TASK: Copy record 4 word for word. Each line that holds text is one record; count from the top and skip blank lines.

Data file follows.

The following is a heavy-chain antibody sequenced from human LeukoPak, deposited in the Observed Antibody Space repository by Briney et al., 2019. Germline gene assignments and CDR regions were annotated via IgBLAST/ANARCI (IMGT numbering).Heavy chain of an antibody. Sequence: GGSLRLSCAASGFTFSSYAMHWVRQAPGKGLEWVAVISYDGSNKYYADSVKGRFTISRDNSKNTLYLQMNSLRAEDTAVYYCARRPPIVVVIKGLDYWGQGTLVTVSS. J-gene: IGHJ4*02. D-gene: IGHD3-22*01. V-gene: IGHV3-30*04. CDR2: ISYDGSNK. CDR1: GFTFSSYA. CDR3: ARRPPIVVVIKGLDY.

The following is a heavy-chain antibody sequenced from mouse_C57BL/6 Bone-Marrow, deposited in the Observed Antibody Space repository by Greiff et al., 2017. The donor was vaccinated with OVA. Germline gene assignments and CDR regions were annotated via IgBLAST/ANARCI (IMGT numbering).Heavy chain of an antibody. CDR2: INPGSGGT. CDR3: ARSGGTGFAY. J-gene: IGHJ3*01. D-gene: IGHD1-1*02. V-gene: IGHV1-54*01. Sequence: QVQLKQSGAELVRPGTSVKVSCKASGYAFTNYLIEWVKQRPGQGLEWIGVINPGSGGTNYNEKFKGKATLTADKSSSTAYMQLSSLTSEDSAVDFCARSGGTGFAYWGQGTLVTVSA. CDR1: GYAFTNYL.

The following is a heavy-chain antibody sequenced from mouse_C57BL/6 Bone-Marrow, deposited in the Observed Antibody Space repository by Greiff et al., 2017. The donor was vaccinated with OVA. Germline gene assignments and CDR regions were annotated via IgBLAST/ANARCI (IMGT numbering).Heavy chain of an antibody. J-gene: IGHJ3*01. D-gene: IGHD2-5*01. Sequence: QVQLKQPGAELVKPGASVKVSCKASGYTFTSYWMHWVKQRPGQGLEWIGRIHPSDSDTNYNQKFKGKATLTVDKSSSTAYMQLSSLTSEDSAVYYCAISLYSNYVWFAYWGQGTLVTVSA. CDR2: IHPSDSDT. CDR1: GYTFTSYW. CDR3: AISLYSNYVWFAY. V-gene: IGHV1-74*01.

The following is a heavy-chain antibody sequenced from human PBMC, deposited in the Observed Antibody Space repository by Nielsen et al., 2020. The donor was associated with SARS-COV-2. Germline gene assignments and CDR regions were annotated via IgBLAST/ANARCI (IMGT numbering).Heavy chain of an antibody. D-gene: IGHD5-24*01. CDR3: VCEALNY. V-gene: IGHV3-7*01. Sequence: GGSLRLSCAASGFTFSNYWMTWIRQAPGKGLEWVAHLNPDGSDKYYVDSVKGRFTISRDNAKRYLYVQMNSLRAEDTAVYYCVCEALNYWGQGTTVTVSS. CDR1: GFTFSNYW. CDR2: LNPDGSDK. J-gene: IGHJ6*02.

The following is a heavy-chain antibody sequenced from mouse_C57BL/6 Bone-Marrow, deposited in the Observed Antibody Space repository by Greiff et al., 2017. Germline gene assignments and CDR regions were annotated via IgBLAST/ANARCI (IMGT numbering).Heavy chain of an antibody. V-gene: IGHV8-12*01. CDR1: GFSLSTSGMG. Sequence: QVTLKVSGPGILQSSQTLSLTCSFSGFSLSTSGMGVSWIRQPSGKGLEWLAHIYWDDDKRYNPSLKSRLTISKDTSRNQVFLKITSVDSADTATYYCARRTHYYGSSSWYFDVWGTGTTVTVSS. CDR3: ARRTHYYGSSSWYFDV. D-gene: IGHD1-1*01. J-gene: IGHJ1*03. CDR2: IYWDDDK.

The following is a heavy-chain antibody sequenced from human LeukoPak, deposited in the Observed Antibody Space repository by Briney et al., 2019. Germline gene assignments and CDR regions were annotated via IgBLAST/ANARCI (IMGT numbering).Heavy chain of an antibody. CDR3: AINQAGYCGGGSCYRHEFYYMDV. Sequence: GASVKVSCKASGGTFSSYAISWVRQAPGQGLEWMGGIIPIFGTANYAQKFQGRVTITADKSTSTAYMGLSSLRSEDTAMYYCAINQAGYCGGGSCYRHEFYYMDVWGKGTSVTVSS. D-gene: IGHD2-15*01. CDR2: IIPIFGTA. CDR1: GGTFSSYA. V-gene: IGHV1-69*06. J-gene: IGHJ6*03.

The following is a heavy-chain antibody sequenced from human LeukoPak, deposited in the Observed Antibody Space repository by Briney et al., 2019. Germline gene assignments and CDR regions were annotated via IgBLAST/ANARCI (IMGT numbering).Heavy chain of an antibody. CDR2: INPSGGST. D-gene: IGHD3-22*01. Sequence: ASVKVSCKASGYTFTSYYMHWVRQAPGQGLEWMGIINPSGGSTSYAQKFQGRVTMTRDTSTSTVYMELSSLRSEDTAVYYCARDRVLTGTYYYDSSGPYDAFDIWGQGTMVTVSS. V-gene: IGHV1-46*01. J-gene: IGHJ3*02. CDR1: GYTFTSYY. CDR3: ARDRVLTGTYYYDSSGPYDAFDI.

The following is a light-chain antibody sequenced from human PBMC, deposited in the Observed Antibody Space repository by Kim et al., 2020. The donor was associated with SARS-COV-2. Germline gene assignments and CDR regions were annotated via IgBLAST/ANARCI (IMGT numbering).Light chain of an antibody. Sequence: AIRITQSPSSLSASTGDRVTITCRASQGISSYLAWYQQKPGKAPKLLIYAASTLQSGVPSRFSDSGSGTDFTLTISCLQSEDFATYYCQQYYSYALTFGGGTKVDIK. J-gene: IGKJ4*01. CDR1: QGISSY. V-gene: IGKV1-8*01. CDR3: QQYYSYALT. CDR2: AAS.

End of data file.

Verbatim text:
The following is a heavy-chain antibody sequenced from human PBMC, deposited in the Observed Antibody Space repository by Nielsen et al., 2020. The donor was associated with SARS-COV-2. Germline gene assignments and CDR regions were annotated via IgBLAST/ANARCI (IMGT numbering).Heavy chain of an antibody. D-gene: IGHD5-24*01. CDR3: VCEALNY. V-gene: IGHV3-7*01. Sequence: GGSLRLSCAASGFTFSNYWMTWIRQAPGKGLEWVAHLNPDGSDKYYVDSVKGRFTISRDNAKRYLYVQMNSLRAEDTAVYYCVCEALNYWGQGTTVTVSS. CDR1: GFTFSNYW. CDR2: LNPDGSDK. J-gene: IGHJ6*02.